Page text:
What’s the first thing that springs to mind when someone says ‘Newcastle’? Grey, rainy, poor? Industrial? Geordie Shore? You couldn’t be more wrong! What about hip, cultural, lively, interesting? Yes, now we’re getting somewhere. But to really convince you, I’ll say this: vampire rabbit!
But first things first: when VisitEngland and the Northumberland tourism board asked me to come to Newcastle (and surroundings) I was not too sure what to expect. But you can’t blame me. I had seen Geordie Shore before and if that was what the city’s all about, I was not going to be happy. Luckily I noticed my taxi driver, who brought me from the airport to the city center in just ten minutes (not cause he was driving this fast, but because the two places are so close to eachother), got pretty mad when I mentioned Geordie Shore. Men should not be in the bathroom doing their hair and eyebrows for so long, I believe is what he said.
Anyway, already during my first walk from my hotel (Du Vin, thank you very much) to the city center I was in awe. I was down at the Quayside, looking at seven bridges over the river Tyne, all located within one kilometer (or mile, I forgot). A very cool sight! The first bridge is the Millennium Bridge, if I’m not mistaken, and is very modern. It’s a tilting bridge and closes like an eye when a bigger boat has to pass. Then there’s a swing bridge, a railway bridge, a high level bridge and some other ways to cross the Tyne.
The river Tyne actually divides Newcastle upon Tyne into two parts: Newcastle and Gateshead. On the Gateshead riverside there are a few very cool attractions. First one is The Baltic, the old flour mill that has been turned into a very cool museum of contemporary art (free entrance). Next to it there’s a very futuristic building called The Sage Gateshead, which is a place where concerts and conventions are held. The design represents the inner ear. Clearly.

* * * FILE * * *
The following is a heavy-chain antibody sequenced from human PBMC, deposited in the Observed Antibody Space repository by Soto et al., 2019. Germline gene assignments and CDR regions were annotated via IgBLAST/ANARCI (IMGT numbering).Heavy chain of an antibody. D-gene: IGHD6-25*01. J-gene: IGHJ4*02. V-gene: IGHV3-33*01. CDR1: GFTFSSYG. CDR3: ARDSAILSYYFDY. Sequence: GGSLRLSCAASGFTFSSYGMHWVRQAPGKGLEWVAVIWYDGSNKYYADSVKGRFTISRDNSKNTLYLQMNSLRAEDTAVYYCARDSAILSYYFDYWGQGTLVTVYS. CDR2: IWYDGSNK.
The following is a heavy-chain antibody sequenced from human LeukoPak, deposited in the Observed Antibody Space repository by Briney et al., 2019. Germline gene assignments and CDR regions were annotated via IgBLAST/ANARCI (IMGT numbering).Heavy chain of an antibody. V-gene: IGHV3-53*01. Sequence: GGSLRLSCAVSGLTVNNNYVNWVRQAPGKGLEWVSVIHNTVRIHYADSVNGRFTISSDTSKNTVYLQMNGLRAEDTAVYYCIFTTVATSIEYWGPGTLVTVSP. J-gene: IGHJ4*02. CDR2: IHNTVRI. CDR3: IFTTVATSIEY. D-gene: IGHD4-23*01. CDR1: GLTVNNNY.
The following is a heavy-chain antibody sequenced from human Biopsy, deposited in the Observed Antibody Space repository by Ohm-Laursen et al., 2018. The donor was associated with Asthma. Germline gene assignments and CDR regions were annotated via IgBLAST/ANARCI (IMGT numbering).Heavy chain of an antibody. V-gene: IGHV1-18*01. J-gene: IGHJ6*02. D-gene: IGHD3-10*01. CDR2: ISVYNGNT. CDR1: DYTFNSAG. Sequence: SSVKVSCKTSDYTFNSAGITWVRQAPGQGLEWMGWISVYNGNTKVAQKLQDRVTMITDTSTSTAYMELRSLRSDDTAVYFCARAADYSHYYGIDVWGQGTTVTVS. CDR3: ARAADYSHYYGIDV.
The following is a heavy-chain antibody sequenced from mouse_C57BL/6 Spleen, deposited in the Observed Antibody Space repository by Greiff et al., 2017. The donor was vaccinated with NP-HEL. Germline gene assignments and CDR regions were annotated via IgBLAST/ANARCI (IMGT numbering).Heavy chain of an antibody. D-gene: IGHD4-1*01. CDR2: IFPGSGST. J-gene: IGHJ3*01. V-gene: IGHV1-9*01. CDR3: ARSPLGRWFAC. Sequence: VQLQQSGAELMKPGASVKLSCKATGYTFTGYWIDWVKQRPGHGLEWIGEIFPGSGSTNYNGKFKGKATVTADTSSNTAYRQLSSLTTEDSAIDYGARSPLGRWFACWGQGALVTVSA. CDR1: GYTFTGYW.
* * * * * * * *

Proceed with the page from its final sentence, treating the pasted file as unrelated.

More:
On the other side of the river, you’ll find the small but interesting center of Newcastle. It’s all within walking distance! The actual heart of the city is where Earl Grey is put in his column. From here you can either go shopping on Northumberland Street, you can walk to the biggest cathedral of Newcastle, which is St. James’ Park or walk down Grey Street, which has been voted the most beautiful street in England. Also interesting is Grainger Market, once the biggest indoor marketplace in England, now home to the oldest surviving Marks & Spencer. By the way, if you want to do some more shopping: just outside of Newcastle you’ll find the biggest shopping mall in Europe. On your way there, please stop for a second at the Angel of the North for a quick photo moment.
What else is cool in Newcastle? Well, it’s vibrant and hip, with the highest density of pubs, bars and clubs in the entire country. There are almost thirty art galleries and more than ten theaters in the city. There’s a biscuit factory that has been turned into a fantastic modern art museum. There’s a castle (this is probably the only thing in Newcastle you actually have to pay for, entrance that is) and there’s a VAMPIRE RABBIT. Located adjacent to St Nicholas’s Churchyard this rabbit’s a mystery which has remained unsolved for a number of years. Nobody can really tell you why it’s there. It just is. And it’s awesome!
If you’ve had enough of the city center, you can start exploring Northumberland, the region that runs all the way to the Scottish border (actually it’s not that far). Here you’ll find a brand new park in the shape of a woman. Look at my picture and notice a nose on the left and boobs in the middle. This park used to be coalmining area. Drive a little further to Alnwick, where Alnwick Castle attracts half a million tourists every year. Why? Cause this is the castle in the first and second Harry Potter movie. You can play quidditch here. On brooms. They don’t actually fly, but you can imagine it would still be fun. For those who are interested in ancient history, a drive to the Hadrian’s Wall is a must. Not too much left of this 110 km wall, but the ruins are still worth while. And the landscape is fantastic.
Alright, I can tell I’ve already talked too much. You want pictures. Here you go…